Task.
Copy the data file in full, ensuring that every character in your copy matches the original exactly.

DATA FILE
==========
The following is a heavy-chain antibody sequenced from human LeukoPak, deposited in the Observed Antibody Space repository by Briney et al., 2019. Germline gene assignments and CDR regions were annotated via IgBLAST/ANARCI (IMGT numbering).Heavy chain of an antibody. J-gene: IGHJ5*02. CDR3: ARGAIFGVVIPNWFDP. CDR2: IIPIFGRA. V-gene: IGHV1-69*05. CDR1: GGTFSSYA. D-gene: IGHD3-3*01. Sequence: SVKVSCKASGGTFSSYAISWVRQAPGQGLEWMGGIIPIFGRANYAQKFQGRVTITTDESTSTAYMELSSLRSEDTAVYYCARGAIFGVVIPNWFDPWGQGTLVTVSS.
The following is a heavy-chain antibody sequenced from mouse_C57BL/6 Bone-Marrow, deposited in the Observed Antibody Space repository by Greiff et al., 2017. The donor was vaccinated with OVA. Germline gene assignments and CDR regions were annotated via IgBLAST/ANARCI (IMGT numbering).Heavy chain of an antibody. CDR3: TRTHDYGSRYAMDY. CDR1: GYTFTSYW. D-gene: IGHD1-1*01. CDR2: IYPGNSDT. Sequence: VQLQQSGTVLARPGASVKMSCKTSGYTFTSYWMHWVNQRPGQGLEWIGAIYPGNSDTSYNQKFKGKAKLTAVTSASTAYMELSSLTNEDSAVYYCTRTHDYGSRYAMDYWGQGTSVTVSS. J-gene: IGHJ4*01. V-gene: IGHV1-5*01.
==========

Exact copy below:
The following is a heavy-chain antibody sequenced from human LeukoPak, deposited in the Observed Antibody Space repository by Briney et al., 2019. Germline gene assignments and CDR regions were annotated via IgBLAST/ANARCI (IMGT numbering).Heavy chain of an antibody. J-gene: IGHJ5*02. CDR3: ARGAIFGVVIPNWFDP. CDR2: IIPIFGRA. V-gene: IGHV1-69*05. CDR1: GGTFSSYA. D-gene: IGHD3-3*01. Sequence: SVKVSCKASGGTFSSYAISWVRQAPGQGLEWMGGIIPIFGRANYAQKFQGRVTITTDESTSTAYMELSSLRSEDTAVYYCARGAIFGVVIPNWFDPWGQGTLVTVSS.
The following is a heavy-chain antibody sequenced from mouse_C57BL/6 Bone-Marrow, deposited in the Observed Antibody Space repository by Greiff et al., 2017. The donor was vaccinated with OVA. Germline gene assignments and CDR regions were annotated via IgBLAST/ANARCI (IMGT numbering).Heavy chain of an antibody. CDR3: TRTHDYGSRYAMDY. CDR1: GYTFTSYW. D-gene: IGHD1-1*01. CDR2: IYPGNSDT. Sequence: VQLQQSGTVLARPGASVKMSCKTSGYTFTSYWMHWVNQRPGQGLEWIGAIYPGNSDTSYNQKFKGKAKLTAVTSASTAYMELSSLTNEDSAVYYCTRTHDYGSRYAMDYWGQGTSVTVSS. J-gene: IGHJ4*01. V-gene: IGHV1-5*01.